By Patrick A. Calhoon
Much has been written about opening policy limits and creating the insurer’s liability for a verdict or judgment in excess of policy limits. Everyone will agree that the most effective way to open the policy is by providing the carrier with adequate information to properly investigate the claim and then sending a letter-perfect policy limits demand. If the insurer rejects your reasonable demand and your client is awarded an amount in excess of the policy limits, the insurer will be found to have acted in bad faith and liable for the entire verdict, regardless of the policy limits. In fact, there are countless articles and treatises that explain precisely how to draft a policy limit demand, including a recent article in the Trial Bar News authored by our own Rocky K. Copley- See, Copley, R. K. (2015). How to open policy limits. Trial Bar News, 38(2), 13, 24-26. But, under California Law, the rejection of a reasonable demand within policy limits is not the only way to open the policy and recover an excess verdict.
For example, in Boicourt v. Amex Assurance Company (2000) 78 Cal. App. 4th 1390, the California Court of Appeal refused to shield Amex Assurance Co. from a judgment in excess of policy limits even though there was never any settlement demand, let alone one within policy limits. The court held that a formal settlement offer is not an absolute prerequisite to a bad faith action seeking recovery of an excess verdict. This result was extremely fact specific, but the situation will arise from time to time.
In Boicourt, 15-year-old Levi Boicourt, was a passenger riding in his friend’s 1967 Volkwagen Beetle, when another Beetle- whose driver allegedly wanted to race- swerved into the car, causing the car Boicourt was riding in to overturn. The car was insured by Amex Assurance Co. Two months after the accident and prior to filing suit, Boicourt’s attorney contacted Amex and requested information concerning the amount of the insured’s applicable policy limit. However, Amex responded that it would not disclose the limits. As it turned out, Amex had a “blanket rule” against disclosing policy limits pre-litigation or even contacting its own insured to see if the insured would agree to disclose the policy limits.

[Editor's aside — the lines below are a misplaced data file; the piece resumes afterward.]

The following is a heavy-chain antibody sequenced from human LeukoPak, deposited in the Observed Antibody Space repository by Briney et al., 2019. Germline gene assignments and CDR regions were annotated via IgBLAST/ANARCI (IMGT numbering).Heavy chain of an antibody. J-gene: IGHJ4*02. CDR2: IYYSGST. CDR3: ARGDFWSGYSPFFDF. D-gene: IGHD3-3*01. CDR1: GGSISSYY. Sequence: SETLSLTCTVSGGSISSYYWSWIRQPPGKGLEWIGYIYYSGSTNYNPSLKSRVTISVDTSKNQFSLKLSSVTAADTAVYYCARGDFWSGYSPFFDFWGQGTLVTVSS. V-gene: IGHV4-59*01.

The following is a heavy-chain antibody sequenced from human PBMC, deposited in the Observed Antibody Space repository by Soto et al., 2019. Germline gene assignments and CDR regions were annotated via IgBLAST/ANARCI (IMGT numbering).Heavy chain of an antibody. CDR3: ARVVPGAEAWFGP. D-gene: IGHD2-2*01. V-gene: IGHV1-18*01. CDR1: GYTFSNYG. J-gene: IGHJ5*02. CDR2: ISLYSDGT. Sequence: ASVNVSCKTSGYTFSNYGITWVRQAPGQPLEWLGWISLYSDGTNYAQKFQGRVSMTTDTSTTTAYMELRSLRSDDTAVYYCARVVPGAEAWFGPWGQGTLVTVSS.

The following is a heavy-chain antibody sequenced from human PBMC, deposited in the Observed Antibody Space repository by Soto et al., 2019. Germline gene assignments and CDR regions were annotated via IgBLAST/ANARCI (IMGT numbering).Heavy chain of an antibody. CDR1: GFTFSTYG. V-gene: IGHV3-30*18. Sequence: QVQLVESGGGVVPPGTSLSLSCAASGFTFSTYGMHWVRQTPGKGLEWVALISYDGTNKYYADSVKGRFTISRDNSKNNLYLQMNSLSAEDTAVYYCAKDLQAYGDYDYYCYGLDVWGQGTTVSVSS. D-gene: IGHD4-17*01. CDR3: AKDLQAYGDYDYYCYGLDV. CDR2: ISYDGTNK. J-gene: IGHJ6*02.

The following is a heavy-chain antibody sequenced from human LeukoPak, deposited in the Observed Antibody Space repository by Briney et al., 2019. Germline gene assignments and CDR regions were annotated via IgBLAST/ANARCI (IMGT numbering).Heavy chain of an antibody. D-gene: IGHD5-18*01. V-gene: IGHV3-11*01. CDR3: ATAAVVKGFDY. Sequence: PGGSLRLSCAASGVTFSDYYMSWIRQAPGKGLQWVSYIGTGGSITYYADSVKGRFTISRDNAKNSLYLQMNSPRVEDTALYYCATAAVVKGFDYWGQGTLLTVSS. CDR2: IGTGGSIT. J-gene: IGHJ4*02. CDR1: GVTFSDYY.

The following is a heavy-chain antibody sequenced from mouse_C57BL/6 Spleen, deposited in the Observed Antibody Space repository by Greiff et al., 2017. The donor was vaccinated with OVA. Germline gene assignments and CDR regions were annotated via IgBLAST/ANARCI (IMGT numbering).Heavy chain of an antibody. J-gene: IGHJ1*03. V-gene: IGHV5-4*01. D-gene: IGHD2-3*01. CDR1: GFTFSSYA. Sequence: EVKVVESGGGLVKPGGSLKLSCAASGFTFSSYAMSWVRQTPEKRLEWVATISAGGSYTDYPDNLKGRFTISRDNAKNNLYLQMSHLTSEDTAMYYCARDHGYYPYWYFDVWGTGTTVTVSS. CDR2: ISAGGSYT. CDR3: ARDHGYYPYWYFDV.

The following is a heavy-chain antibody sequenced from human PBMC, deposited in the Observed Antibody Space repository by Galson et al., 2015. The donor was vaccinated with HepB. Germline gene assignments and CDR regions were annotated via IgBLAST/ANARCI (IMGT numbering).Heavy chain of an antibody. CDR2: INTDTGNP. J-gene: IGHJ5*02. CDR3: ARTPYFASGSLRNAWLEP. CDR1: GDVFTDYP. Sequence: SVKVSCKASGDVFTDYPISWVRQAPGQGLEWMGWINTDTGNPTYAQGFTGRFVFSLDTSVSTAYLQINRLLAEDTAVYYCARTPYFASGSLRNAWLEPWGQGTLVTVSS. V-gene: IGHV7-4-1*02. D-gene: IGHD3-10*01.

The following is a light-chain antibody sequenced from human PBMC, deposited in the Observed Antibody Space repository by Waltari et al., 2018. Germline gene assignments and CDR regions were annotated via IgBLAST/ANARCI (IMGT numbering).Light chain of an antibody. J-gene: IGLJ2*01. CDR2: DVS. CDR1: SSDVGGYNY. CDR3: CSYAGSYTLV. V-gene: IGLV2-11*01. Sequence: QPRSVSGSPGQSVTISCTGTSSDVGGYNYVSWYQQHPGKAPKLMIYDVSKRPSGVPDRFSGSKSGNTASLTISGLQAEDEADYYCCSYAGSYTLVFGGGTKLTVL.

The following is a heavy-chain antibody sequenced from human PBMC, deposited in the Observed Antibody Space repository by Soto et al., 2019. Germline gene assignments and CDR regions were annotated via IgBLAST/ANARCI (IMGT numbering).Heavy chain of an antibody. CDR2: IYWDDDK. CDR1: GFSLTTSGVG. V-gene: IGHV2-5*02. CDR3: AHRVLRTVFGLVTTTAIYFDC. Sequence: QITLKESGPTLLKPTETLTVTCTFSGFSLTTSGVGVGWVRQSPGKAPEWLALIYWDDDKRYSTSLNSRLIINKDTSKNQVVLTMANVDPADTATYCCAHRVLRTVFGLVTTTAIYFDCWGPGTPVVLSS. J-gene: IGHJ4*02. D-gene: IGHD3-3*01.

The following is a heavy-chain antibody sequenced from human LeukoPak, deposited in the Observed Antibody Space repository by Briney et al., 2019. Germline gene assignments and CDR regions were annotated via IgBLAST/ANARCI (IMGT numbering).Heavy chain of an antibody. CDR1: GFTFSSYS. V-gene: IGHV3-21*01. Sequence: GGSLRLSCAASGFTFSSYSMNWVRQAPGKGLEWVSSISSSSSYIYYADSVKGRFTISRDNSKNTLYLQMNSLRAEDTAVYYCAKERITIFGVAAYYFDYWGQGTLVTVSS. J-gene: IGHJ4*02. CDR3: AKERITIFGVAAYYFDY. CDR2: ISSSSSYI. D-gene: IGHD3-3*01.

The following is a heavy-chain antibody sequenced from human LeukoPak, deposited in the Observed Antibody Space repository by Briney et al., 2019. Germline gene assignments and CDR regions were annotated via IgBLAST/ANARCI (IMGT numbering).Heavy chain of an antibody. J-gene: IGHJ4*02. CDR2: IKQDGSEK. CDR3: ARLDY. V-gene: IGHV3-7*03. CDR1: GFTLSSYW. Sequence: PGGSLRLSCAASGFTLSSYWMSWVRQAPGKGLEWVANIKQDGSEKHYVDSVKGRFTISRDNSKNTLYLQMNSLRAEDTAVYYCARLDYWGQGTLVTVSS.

Four months went by and then Boicourt’s attorney wrote the Amex adjuster to supply him with information concerning the extent of Boicourt’s injuries. In that letter he confirmed Amex’s refusal to disclose the policy limits and declared that “but for the insurer’s actions, the matter might otherwise have been resolved without formal litigation.” The lawsuit was filed that very day.
Five months into the litigation, Amex made a policy limits offer of $100,000. Boicourt declined an offer of policy limits, and never made any settlement demand at all. The case went to trial. At trial the insured stipulated to a judgment far in excess of the policy limits for $3 million, and assigned his rights to Boicourt in exchange for an agreement not to execute the judgment against the insured. Amex paid its policy limit of $100,000. Boicourt then filed an action against Amex for bad faith. Amex brought a successful motion for summary judgment on the basis that Boicourt never made an offer to settle the case within policy limits.